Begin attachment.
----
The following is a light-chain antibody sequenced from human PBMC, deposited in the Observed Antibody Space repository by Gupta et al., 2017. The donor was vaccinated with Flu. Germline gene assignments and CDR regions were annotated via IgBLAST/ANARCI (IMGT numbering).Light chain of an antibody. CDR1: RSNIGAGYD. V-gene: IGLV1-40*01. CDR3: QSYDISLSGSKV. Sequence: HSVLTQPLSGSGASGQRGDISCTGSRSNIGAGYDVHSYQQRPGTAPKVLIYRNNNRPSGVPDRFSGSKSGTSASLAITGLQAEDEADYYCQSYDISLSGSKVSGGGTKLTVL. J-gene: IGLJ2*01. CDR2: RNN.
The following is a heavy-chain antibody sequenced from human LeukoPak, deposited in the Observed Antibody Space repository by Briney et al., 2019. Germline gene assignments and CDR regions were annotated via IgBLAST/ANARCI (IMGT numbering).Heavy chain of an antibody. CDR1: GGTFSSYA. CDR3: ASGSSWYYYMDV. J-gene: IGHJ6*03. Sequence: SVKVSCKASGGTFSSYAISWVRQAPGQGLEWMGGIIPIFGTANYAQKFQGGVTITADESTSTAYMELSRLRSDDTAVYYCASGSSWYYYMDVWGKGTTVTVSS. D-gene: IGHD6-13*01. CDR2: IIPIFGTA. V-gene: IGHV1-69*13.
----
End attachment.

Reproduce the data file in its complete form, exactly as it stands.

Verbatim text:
The following is a light-chain antibody sequenced from human PBMC, deposited in the Observed Antibody Space repository by Gupta et al., 2017. The donor was vaccinated with Flu. Germline gene assignments and CDR regions were annotated via IgBLAST/ANARCI (IMGT numbering).Light chain of an antibody. CDR1: RSNIGAGYD. V-gene: IGLV1-40*01. CDR3: QSYDISLSGSKV. Sequence: HSVLTQPLSGSGASGQRGDISCTGSRSNIGAGYDVHSYQQRPGTAPKVLIYRNNNRPSGVPDRFSGSKSGTSASLAITGLQAEDEADYYCQSYDISLSGSKVSGGGTKLTVL. J-gene: IGLJ2*01. CDR2: RNN.
The following is a heavy-chain antibody sequenced from human LeukoPak, deposited in the Observed Antibody Space repository by Briney et al., 2019. Germline gene assignments and CDR regions were annotated via IgBLAST/ANARCI (IMGT numbering).Heavy chain of an antibody. CDR1: GGTFSSYA. CDR3: ASGSSWYYYMDV. J-gene: IGHJ6*03. Sequence: SVKVSCKASGGTFSSYAISWVRQAPGQGLEWMGGIIPIFGTANYAQKFQGGVTITADESTSTAYMELSRLRSDDTAVYYCASGSSWYYYMDVWGKGTTVTVSS. D-gene: IGHD6-13*01. CDR2: IIPIFGTA. V-gene: IGHV1-69*13.